Teachers are to recognize students with masks on, who we have never met in person, and be engaging and welcoming, while we balance remote learning students Zooming who are projected on the screens for their classmates to interact with, through a remote mic and speaker.
I share a classroom with a teacher from another department during lunch study hall, so I have nowhere to work unless I sanitize a new location in a shared office space.
The cockroach that I stepped on Monday in my classroom was still on the floor today. 🐜
“Deep cleaning” is only happening when a student who is Covid positive has been in a classroom location, instead of every Wednesday during remote learning, according to the Buildings and Grounds staff.
Teachers are being asked to track who leaves their seat, who uses the washroom, who removes their mask, how long their masks are off, who eats during class, and are asked to create seating charts for evidence of investigation and contact tracing should a student become Covid positive.
The women’s faculty washroom in the B wing has not been cleaned since last Friday, as evidenced by the unsanitary matter that still remains dried after dripping down the door.
The faculty restroom only runs cold water, unless it runs for over 4 minutes and 24 seconds before beginning to wash your hands.
Two feeder schools have sent out emails this week that they currently have students quarantining after contact tracing from positive Covid tests within their building.
On Thursday, OUR school sent families an email that there has been at least one positive test result for Covid in one building, as contact tracing continues.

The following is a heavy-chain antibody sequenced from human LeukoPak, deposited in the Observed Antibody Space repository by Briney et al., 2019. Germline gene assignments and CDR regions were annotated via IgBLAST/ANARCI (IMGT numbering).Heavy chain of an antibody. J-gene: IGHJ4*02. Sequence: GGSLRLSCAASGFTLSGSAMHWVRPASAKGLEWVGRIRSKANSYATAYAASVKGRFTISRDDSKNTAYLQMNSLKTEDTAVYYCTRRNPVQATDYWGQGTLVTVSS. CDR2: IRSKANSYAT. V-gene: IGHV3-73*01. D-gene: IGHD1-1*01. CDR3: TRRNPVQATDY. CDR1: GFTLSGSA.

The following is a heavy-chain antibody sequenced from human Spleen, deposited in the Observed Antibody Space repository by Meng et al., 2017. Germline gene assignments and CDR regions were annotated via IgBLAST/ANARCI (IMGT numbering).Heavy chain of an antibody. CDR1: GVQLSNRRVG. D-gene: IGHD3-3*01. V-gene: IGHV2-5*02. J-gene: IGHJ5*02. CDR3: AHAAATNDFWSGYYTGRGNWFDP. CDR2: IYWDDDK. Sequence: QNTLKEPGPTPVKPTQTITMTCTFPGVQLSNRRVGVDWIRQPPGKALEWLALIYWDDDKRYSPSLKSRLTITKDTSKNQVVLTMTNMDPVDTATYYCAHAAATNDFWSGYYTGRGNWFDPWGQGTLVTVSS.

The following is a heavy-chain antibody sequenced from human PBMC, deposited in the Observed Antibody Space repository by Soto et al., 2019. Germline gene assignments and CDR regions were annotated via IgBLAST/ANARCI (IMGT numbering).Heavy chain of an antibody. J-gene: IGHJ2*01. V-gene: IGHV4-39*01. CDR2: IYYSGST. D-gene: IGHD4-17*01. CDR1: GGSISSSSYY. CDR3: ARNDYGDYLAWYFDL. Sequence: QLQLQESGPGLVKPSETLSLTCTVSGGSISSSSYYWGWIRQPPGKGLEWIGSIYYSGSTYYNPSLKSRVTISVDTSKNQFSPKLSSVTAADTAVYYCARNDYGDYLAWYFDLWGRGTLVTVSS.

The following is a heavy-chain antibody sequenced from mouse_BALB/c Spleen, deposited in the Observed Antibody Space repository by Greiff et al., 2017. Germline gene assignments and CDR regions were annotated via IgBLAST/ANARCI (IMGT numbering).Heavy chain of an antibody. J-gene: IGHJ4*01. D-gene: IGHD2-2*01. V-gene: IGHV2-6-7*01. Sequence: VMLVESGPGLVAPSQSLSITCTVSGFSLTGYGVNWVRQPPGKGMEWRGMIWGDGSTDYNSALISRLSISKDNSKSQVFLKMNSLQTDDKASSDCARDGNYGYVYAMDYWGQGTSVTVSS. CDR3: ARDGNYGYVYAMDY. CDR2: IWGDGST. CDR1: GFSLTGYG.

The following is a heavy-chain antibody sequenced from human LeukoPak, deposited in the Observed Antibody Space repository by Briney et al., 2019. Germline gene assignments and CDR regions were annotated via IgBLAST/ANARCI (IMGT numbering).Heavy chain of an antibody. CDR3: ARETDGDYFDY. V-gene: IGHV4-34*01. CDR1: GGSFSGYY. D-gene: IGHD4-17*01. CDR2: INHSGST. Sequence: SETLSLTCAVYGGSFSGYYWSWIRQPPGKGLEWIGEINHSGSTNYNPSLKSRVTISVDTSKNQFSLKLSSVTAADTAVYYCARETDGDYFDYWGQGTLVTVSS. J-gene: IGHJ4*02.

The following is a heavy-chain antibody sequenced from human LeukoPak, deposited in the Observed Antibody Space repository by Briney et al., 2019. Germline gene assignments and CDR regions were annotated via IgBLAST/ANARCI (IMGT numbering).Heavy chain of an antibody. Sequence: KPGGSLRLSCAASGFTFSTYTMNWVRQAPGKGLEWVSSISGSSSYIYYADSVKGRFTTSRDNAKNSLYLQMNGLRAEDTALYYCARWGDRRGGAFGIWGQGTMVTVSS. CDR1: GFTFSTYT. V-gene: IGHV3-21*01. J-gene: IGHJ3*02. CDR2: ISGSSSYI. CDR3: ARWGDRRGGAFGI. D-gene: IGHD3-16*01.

Tragically, a 2020 alum lost his battle with Covid this week.
Several of my colleagues are in isolation after this week, from school and personal exposures.
And this afternoon, a friend and colleague headed to the ER and was just admitted to the hospital, after having a fever of 102 for several hours, with awaiting a Covid test result.
Is this virus still a hoax???? (That’s a rhetorical question, of course.) 😷
$ 67,759,012—Annual Tax Revenue, 2019 School Report Card
“…220,000 Americans dead. You hear nothing else, I say tonight, hear this. Anyone who is responsible for not taking control. In fact, not saying I take no responsibility initially. Anyone is responsible for that many deaths should not remain as president of the United States of America. We’re in a situation where there are a thousand deaths a day now. A thousand deaths a day. And there are over 70,000 new cases per day. Compared to what’s going on in Europe as the New England Medical Journal said, they’re starting from a very low rate. We’re starting from a very high rate.
“He says that we’re learning to live with it. People are learning to die with it. You folks at home will have an empty chair at the kitchen table this morning. That man or wife going to bed tonight and reaching over to try to touch, there out of habit where their wife or husband was, is gone. Learning to live with it. Come on. We’re dying with it, because he’s never said... ‘It’s dangerous.’ When’s the last time? Is it really dangerous still?... You tell the people it’s dangerous now. What should they do about the danger? And you say, ‘I take no responsibility.’
“…[T]hink about what the President knew in January and didn’t tell the American people. He was told this was a serious virus that spreads in the air, and it was much worse, much worse, than the flu. He went on record and said to one of [his] colleagues, recorded, that in fact he knew how dangerous it was, but he didn’t want to tell us. He didn’t want to tell us because he didn’t want us to panic. He didn’t want us… Americans [to] panic. He panicked! But guess what, in the meantime, we find out in the New York Times the other day, that in fact his folks went to Wall Street and said, ‘This is a really dangerous thing.’ And a memo out of that meeting — not from his administration, but from some of the brokers — said, ‘Sell short, because we’ve got to get moving. It’s a dangerous problem.’